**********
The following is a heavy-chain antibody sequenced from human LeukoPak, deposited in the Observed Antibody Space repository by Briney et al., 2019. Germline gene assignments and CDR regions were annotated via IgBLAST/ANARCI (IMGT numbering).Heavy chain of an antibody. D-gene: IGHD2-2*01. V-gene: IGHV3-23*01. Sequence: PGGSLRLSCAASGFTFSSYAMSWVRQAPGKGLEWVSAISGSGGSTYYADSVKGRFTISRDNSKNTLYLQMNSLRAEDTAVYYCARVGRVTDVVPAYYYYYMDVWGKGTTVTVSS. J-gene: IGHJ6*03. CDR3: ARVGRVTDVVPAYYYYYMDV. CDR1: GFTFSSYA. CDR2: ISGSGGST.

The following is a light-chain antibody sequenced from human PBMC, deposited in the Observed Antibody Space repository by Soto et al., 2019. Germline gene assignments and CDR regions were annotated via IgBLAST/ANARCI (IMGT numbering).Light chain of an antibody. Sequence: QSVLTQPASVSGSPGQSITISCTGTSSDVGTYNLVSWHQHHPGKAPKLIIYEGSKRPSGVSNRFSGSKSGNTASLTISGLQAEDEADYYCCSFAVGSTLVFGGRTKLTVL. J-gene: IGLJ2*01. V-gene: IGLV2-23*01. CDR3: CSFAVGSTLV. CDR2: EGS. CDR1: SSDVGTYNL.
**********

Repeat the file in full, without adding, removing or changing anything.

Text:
The following is a heavy-chain antibody sequenced from human LeukoPak, deposited in the Observed Antibody Space repository by Briney et al., 2019. Germline gene assignments and CDR regions were annotated via IgBLAST/ANARCI (IMGT numbering).Heavy chain of an antibody. D-gene: IGHD2-2*01. V-gene: IGHV3-23*01. Sequence: PGGSLRLSCAASGFTFSSYAMSWVRQAPGKGLEWVSAISGSGGSTYYADSVKGRFTISRDNSKNTLYLQMNSLRAEDTAVYYCARVGRVTDVVPAYYYYYMDVWGKGTTVTVSS. J-gene: IGHJ6*03. CDR3: ARVGRVTDVVPAYYYYYMDV. CDR1: GFTFSSYA. CDR2: ISGSGGST.

The following is a light-chain antibody sequenced from human PBMC, deposited in the Observed Antibody Space repository by Soto et al., 2019. Germline gene assignments and CDR regions were annotated via IgBLAST/ANARCI (IMGT numbering).Light chain of an antibody. Sequence: QSVLTQPASVSGSPGQSITISCTGTSSDVGTYNLVSWHQHHPGKAPKLIIYEGSKRPSGVSNRFSGSKSGNTASLTISGLQAEDEADYYCCSFAVGSTLVFGGRTKLTVL. J-gene: IGLJ2*01. V-gene: IGLV2-23*01. CDR3: CSFAVGSTLV. CDR2: EGS. CDR1: SSDVGTYNL.